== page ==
For one of his projects, he does controlled studies for colleagues who work with farmers who grow vegetables. "They report the effects of drought upon crops, and I tackle these in the lab," Dodd says. "We then adapt their irrigation as a result, it means my research can be applied."

For an upcoming study, Dodd will work with scientists in Lebanon to plant 2000 seed potatoes, observing how the plants grow and develop when subjected to different irrigation regimes.

"Water efficiency is a common thread of my work," Dodd says. "How can we improve it through the use of plants? It will have a real impact upon food security, which has put plant scientists right back in the spotlight."

A learning experience


(Courtesy, J. C. Biesmeijer)
Jacobus C. Biesmeijer

Jacobus C. Biesmeijer did a master's degree in tropical botany at Utrecht University in the Netherlands -- but then a new living system caught his attention: "The tropical bee department of my university needed someone with plant knowledge to help their research," Biesmeijer says. "I became fascinated with bees because they don't have the knowledge that humans do, yet they are better at organizing themselves."

So Biesmeijer did his Ph.D. project on the ecology of tropical bees. That was followed by a postdoc on bee behavior and ecology at Utrecht in 1999, then another postdoc at Cornell University in 2002. He was also a visiting research fellow at the University of São Paulo in Brazil, visiting in 1998 to study pollinator ecology, which included different species of bees and hoverflies, and again in 2003 to study wild bee ecology. (See photo at top)

Bees play an essential role in food security: Many crops, trees, and plants rely on bees for pollination. But in some areas, pollinator populations have been displaced by other insects or the use of pesticides. This can have a dramatic impact on crops by reducing their yields and can endanger some species of plant altogether. "Many food security problems revolve around maintaining pollinator diversity to provide services to crops or wild plants and designing landscapes to provide living conditions for pollinators," Biesmeijer says.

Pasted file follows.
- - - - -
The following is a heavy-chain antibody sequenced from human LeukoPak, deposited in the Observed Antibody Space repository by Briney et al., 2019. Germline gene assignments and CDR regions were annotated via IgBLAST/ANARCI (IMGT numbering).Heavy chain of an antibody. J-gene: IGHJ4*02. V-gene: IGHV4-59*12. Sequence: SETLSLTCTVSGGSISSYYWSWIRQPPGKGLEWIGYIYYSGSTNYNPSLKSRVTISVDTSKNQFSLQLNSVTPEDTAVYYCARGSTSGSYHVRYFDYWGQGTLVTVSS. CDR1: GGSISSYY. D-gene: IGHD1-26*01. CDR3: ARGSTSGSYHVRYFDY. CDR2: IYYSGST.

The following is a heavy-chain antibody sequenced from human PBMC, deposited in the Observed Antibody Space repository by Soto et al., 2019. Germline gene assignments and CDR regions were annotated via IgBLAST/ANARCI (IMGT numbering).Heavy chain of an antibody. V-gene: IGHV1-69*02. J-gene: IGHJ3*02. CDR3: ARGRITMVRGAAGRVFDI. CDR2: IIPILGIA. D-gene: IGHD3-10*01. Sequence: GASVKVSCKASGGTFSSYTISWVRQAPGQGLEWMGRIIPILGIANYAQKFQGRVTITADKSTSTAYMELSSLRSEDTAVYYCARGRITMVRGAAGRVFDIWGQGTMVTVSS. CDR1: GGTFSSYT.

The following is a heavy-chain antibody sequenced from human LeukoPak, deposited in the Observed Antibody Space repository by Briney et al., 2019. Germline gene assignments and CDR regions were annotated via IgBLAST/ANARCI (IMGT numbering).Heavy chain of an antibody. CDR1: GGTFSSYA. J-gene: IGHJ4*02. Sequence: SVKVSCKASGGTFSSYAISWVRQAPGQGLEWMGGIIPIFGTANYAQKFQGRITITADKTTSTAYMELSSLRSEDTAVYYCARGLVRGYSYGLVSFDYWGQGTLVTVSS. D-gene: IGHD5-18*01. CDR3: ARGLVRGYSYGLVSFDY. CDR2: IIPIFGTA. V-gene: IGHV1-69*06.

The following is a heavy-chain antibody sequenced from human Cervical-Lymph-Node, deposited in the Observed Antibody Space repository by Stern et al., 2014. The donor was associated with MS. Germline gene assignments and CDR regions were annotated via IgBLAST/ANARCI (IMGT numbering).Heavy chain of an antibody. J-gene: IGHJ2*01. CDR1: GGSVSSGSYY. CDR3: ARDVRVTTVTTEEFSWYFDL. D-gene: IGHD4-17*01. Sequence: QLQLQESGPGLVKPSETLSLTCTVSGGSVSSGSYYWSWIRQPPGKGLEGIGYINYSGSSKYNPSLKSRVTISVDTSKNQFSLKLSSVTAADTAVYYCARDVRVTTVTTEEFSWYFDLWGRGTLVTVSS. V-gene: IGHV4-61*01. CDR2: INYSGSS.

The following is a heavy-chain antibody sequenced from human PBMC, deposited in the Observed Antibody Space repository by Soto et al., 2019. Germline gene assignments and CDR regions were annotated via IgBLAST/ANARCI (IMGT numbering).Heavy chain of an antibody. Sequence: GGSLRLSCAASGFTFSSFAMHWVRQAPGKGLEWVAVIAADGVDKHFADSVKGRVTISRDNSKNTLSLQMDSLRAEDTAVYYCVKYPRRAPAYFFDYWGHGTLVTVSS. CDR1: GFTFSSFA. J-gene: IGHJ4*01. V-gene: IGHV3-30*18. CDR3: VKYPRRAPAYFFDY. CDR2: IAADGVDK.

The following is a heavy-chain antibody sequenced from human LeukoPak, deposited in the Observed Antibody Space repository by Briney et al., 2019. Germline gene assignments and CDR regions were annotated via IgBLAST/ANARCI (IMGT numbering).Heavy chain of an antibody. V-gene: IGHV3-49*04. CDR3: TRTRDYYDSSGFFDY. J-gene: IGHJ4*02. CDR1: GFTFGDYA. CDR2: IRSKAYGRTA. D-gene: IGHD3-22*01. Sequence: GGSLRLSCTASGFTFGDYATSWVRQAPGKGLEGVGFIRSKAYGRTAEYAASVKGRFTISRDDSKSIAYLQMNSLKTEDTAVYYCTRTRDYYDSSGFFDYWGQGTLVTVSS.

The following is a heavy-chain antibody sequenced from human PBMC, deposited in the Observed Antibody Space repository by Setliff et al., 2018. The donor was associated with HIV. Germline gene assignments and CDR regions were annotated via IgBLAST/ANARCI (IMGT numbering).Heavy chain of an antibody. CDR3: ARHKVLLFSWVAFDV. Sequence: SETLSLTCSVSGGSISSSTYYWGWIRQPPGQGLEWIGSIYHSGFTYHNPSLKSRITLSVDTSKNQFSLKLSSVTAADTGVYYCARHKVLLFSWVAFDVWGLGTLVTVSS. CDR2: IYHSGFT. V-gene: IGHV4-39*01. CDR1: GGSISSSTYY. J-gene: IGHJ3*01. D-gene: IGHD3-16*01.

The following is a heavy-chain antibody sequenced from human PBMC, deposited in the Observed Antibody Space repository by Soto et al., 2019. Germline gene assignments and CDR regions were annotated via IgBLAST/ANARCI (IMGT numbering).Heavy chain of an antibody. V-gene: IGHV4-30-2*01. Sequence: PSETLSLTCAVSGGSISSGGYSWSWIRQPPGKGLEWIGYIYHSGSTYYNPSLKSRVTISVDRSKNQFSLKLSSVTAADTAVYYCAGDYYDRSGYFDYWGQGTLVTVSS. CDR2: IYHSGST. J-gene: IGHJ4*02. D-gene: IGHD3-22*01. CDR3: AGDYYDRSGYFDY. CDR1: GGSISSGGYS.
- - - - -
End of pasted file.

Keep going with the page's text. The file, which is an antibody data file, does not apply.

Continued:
Biesmeijer had a chance to apply this expertise when he took up a position at the University of Leeds working in the E.U.-funded ALARM project (Assessing LArge scale Risks for biodiversity with tested Methods). There, he studied pollinator interactions and declines throughout Europe and how these declines affect factors such as biodiversity and crop yields. "It had applications towards beekeeping, honey production, and bee management for crop pollination," he says.

Now an academic research fellow at the Research Institute of Integrative and Comparative Biology at the University of Leeds, Biesmeijer says he likes "the interdisciplinary approach to food security issues because I enjoy how different disciplines tackle the same problem. I work on complex issues such as how lab work can be translated so that it is of direct use to the farmer."

Biesmeijer is also on the management committee of Africa College, an international partnership between academia and nonprofit organizations for a project formally called Human Health and Food Security in Sub-Saharan Africa. "I have worked in Kenya, Brazil, and India, and while they learn from you, you also learn from them. The impact of your work is there for all to see. I don't have the ability to make drinking water safe or improve corn production, but I can teach people about science, and science is the way out of their problems.

"It's about combining my knowledge with social, medical, ecological, and environmental sciences, because if we can't solve the food security problem alone, we can solve it together. That's the way forward. It's an exciting place to be and an exciting way to work."

Working in food security

The demand for scientists with expertise in the agriculture/food sector is likely to increase in the next decade, says Celia Caulcott, director of innovation and skills at the Biotechnology and Biological Sciences Research Council. "There are also skills shortages in areas of expertise such as plant and crop breeding, plant physiology and pest management, large animal physiology and health, soil science, and horticulture," she says.

So opportunities to work in food security are available and likely to increase. Yet the route into such a career starts at a much earlier stage. "You have to ask yourself how you can get into food security," U.K. science adviser Beddington notes. "There are lots of disciplines relating to food security, and that makes it an attractive career. Yet you have to understand the science as well as how your work is applicable to food producers in tackling a lack of water or their fight against pests."

Finally, food science means being part of a collaborative effort. The answer to the problem is not the preserve of one discipline or scientist but will be found where several disciplines work together to tackle the biological, ecological, environmental, geographical, agricultural, and even sociological, economic, and financial barriers to feeding the world.

"A multidisciplinary approach is needed to tackle the problem," says Murphy of the University of Glamorgan. "A food security career is a combination of cutting-edge science and social opportunities to work in other countries -- and all for the good of humanity, too. That's a rare combination in any discipline, and to see the results of your work in front of your eyes makes food security a rewarding career choice."

Cath Janes is a freelance journalist based in Wales.

is a freelance journalist based in Wales.
10.1126/science.caredit.a1000017